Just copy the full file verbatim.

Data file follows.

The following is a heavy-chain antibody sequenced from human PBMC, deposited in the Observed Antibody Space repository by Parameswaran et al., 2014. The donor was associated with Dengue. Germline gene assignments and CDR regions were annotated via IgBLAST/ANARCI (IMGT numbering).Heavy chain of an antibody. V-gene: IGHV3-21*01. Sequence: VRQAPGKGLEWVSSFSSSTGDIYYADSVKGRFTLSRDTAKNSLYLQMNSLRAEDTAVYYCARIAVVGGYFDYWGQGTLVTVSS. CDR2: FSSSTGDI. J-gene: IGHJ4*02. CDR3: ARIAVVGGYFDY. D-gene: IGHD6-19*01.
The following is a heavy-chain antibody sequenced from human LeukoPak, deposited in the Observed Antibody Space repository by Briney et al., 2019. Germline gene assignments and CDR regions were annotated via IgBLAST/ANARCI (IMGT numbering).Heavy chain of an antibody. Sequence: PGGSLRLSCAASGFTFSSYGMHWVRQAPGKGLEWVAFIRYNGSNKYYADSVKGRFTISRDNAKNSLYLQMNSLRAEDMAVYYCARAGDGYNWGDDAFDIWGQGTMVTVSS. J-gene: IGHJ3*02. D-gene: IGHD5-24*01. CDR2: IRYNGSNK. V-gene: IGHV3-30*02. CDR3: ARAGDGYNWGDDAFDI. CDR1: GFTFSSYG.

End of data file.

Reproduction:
The following is a heavy-chain antibody sequenced from human PBMC, deposited in the Observed Antibody Space repository by Parameswaran et al., 2014. The donor was associated with Dengue. Germline gene assignments and CDR regions were annotated via IgBLAST/ANARCI (IMGT numbering).Heavy chain of an antibody. V-gene: IGHV3-21*01. Sequence: VRQAPGKGLEWVSSFSSSTGDIYYADSVKGRFTLSRDTAKNSLYLQMNSLRAEDTAVYYCARIAVVGGYFDYWGQGTLVTVSS. CDR2: FSSSTGDI. J-gene: IGHJ4*02. CDR3: ARIAVVGGYFDY. D-gene: IGHD6-19*01.
The following is a heavy-chain antibody sequenced from human LeukoPak, deposited in the Observed Antibody Space repository by Briney et al., 2019. Germline gene assignments and CDR regions were annotated via IgBLAST/ANARCI (IMGT numbering).Heavy chain of an antibody. Sequence: PGGSLRLSCAASGFTFSSYGMHWVRQAPGKGLEWVAFIRYNGSNKYYADSVKGRFTISRDNAKNSLYLQMNSLRAEDMAVYYCARAGDGYNWGDDAFDIWGQGTMVTVSS. J-gene: IGHJ3*02. D-gene: IGHD5-24*01. CDR2: IRYNGSNK. V-gene: IGHV3-30*02. CDR3: ARAGDGYNWGDDAFDI. CDR1: GFTFSSYG.